As clients and long-time readers know, we do a great deal of deep ongoing analyses in our effort to ensure that our client portfolios reflect what we believe, in the aggregate, is the best overall risk/reward setup. That process -- which includes both fundamental and technical analysis across asset classes, sectors, regions, politics, geopolitics, etc. -- over the years has led us to creating proprietary indicators in areas such as the macro economy, financial stress and investor sentiment.
We're presently constructing what we'll call our equity market conditions index. We've settled into a dozen data points (for the moment [always subject to change]) that our experience has us believing capture, in the aggregate, the general state of overall equity market conditions.
We're talking the dollar, interest rates, monetary policy, fiscal policy, valuations, credit market conditions and so on.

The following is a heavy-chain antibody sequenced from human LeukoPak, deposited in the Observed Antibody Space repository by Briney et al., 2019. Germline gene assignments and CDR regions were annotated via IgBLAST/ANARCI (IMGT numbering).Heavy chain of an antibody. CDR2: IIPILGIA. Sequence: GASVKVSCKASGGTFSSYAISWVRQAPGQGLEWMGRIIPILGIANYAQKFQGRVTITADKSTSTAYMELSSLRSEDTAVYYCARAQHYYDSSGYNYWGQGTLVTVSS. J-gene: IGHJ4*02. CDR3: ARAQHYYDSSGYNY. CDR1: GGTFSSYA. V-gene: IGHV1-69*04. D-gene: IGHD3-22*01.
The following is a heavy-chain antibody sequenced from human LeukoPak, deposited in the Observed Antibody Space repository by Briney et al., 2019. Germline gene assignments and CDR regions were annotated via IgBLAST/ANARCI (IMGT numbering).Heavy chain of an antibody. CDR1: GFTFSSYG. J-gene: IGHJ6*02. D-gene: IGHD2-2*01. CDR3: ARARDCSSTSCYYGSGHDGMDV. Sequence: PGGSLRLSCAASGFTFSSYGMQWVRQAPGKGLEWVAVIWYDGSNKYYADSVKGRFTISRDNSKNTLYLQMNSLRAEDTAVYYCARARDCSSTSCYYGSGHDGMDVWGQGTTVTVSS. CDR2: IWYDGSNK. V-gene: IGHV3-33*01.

While we have yet to formalize, and thoroughly back test, this new barometer, we have been scoring it for the past few months. It's presently scoring -16.67 (on a -100 to +100 scale).
So, according to our nascent indicator, overall stock market conditions are presently slightly net negative.
One area that jumps out, that, in a sense, comes as a surprise (although perhaps it shouldn't) shows up in our assessment of credit market conditions: It's the recent performance of HYG, the largest junk bond ETF (now negative on the year).
The following comes from a book aimed at traders, ah, but make no mistake, it applies equally to investors:"The biggest challenge in trading is not choosing what asset class to trade, or when to buy and sell, or what percentage of your capital to risk on each trade. The biggest challenge in trading is to manage your self. You are a bundle of emotions, memories, history, knowledge, and bias. You can be smart and do stupid things. You can make a hard job impossible by making irrational and compulsive decisions."--Donnelly, Brent. Alpha Trader: The Mindset, Methodology and Mathematics of Professional Trading